If we cannot honour those immigrants who not only abide by the rule of law but fight side-by-side with us in defence of our liberties and values, where is the moral justification for rewarding illegal aliens who care not a jot for our laws, customs or traditions?

Thursday, June 27, 2013

Archbishop Justin prays at Israel's Yad Vashem

"This is not a place for words but for tears and remembering," said the Archbishop of Canterbury, as he paid his respects at Yad Vashem, Israel's memorial to the millions of Jews who died in the Holocaust. Yad Vashem is a phrase from Book of Isaiah: 'Even unto them will I give in mine house and within my walls a place and a name (Hebrew: יָדושֵם) better than of sons and of daughters: I will give them an everlasting name, that shall not be cut off' (Isaiah 56:5).

Archbishop Justin is touring the Holy Land and surrounding countries, expressing solidarity with all who strive for peace. In Egypt he assured both Christians and Muslims that all who strive for peace and reconciliation in the region 'are not forgotten'.

In Cairo the Archbishop met with His Holiness Pope Tawadros II, the head of Coptic Orthodox Church, and the Grand Imam of Al-Azhar, Sheikh Mohamed Ahmed el-Tayeb, among other leaders. Visiting Egypt at the invitation of the Most Rev'd Mouneer Anis, President Bishop of the Episcopal Church in Jerusalem and the Middle East, the Archbishop told Egyptian Christian leaders that 'the prayers and solidarity of the Anglican Communion' are with them.

Archbishop Justin was pleased to hear from the Pope and his colleagues how, since the Pope’s inauguration, the Coptic Church is responding to the challenges in contemporary Egyptian life. He offered his support for the new council of churches in Egypt, which draws together the strength and vision of all the Churches.

Pope Tawadros said: “We must build our dialogue and studies on love and crown them with prayers; we must also prepare our people to love, accept and work with each other in the spirit of unity found in John 17,” which contains Jesus’ prayer that his disciples may all be one.

Following what he called a 'warm and joyful meeting', Archbishop Justin said: “We had a very wide-ranging discussion, coming back several times to the question of how the Church can flourish and grow in prayer, in love for one another and in teaching of the scriptures to our contemporaries. It’s important that we find a way of enabling our affection for one another to be transformed into effective shared witness.”

The Archbishop also met with the Grand Imam of Al-Azhar, Sheik Mohamed Ahmed el-Tayeb in Cairo, Egypt, in which they affirmed the importance of the ongoing dialogue between the Anglican Communion and Al-Azhar at such a critical time for Egypt and the wider region. Archbishop Justin expressed his appreciation for the way in which the Grand Imam and Al-Azhar have spoken up for rights of all the people of Egypt. He later said that the Grand Imam 'is someone whose heart is committed to the work he does in interfaith dialogue – which he’s extremely good at – and a deep concern for all the people of the region, whatever their background'.

Prayers and warm words are one thing. But the reality is that Christians are being systematically cleansed from the Middle East - including the Holy Land - by those whom we call Islamists but who call themselves Muslims. Dialogue and understanding are crucial for resolution, but, as the Archbishop noted in a recent tweet, there is 'little sign of hope' unless 'leaders have power of love not love for power'.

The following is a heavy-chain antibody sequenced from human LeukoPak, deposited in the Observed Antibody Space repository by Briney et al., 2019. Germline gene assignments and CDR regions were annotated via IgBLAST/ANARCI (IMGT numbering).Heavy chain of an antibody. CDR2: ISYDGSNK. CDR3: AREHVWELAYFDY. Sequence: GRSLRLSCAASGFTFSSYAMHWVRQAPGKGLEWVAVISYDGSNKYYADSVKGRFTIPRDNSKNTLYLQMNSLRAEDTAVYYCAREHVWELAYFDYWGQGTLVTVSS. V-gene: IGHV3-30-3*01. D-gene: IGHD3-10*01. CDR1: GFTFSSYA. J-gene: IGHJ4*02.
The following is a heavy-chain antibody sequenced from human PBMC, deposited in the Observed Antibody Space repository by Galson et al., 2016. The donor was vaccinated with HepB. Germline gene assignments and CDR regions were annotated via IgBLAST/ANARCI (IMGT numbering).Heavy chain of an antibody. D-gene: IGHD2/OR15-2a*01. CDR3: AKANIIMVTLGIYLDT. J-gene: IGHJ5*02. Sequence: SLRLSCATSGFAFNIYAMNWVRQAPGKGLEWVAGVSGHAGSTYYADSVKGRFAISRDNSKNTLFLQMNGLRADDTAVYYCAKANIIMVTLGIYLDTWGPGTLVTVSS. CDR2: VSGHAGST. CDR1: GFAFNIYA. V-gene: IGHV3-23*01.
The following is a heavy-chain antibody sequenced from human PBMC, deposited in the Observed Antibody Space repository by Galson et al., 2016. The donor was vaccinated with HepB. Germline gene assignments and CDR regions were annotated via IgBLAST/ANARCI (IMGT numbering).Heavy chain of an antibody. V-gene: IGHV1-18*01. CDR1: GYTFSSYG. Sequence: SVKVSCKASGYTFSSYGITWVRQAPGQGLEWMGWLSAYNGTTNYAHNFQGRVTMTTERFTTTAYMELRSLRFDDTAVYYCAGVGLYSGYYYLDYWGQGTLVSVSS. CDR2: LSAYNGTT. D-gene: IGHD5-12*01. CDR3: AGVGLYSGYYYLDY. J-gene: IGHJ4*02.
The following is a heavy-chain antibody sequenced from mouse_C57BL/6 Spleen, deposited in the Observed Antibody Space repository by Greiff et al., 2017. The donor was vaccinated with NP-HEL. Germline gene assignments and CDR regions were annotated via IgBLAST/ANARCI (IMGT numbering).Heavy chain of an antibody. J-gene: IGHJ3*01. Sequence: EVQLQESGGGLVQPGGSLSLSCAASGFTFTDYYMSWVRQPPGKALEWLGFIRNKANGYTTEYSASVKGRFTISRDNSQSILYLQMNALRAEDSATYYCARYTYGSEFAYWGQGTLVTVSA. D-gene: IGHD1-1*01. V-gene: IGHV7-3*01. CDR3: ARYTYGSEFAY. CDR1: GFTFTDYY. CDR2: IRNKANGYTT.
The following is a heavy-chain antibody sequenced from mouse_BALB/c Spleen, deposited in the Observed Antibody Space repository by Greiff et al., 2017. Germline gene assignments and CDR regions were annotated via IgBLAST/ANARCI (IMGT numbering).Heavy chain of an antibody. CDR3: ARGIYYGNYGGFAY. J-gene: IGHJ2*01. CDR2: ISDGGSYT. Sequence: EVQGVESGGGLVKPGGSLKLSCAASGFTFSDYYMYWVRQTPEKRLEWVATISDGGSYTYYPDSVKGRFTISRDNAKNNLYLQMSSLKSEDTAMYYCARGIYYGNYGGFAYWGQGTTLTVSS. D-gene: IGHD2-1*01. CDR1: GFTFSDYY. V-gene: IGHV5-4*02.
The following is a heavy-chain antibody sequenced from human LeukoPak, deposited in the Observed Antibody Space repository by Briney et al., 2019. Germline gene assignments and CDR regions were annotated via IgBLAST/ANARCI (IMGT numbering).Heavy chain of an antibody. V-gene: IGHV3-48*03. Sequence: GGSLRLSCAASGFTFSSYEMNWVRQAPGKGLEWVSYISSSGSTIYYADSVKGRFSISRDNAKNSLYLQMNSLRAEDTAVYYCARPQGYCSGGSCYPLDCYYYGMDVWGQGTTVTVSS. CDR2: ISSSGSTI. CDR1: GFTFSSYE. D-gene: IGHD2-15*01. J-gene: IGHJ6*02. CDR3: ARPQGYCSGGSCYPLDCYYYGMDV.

Yad Vashem and the Wailing Wall are perpetual reminders of thousands of years of Jewish persecution, suffering and death. Unless hearts can be changed and minds can be turned from the belief that Christians are less than pigs, we can surely expect another holocaust.

"Only our shared humanity is the way to peace," says Archbishop Justin. Finding ways of living together after the 'great traumas and tragedies of so many years' is 'a huge challenge'. "But there is no other way than finding each others’ humanity, recognising it, and seeing in it the image of God,” he added.

The key to peace is Jesus, who demands justice, which requires security for all the people of the region. We can talk about harmony and acceptance, and pray for affirmation and reconciliation. But ultimately the solution must be political: people have to decide and act. As Martin Luther King Jr said, "Peace is not kept by force, but by understanding. It is manifest through compassion, where the power of love is the greater than the love of power."

The key is indeed the power of love. Archbishop Justin is right to observe:
As a small but strong presence here in Jerusalem and the region, the Anglican Church has a profound and important role to play. Our embrace of God in Jesus Christ allows us to serve both the divine and the human in equality important ways. God is both transcendent and immanent in our understanding of the holy. And we are rightly dedicated to the glorifying of God and serving of humanity. Our rightful place in the temple is balanced with our rightful place in the city square. Since 1841, the Diocese of Jerusalem has glorified God and borne witness to the love of God for all people through our institutions of learning and healthcare. For more than 160 years Anglican presence in the Holy Land and throughout the Middle East has been an extraordinary force for good. And more importantly, we are merely at the beginning of a bright future – capable of even greater and more effective ministry in all these important areas, including peace and reconciliation.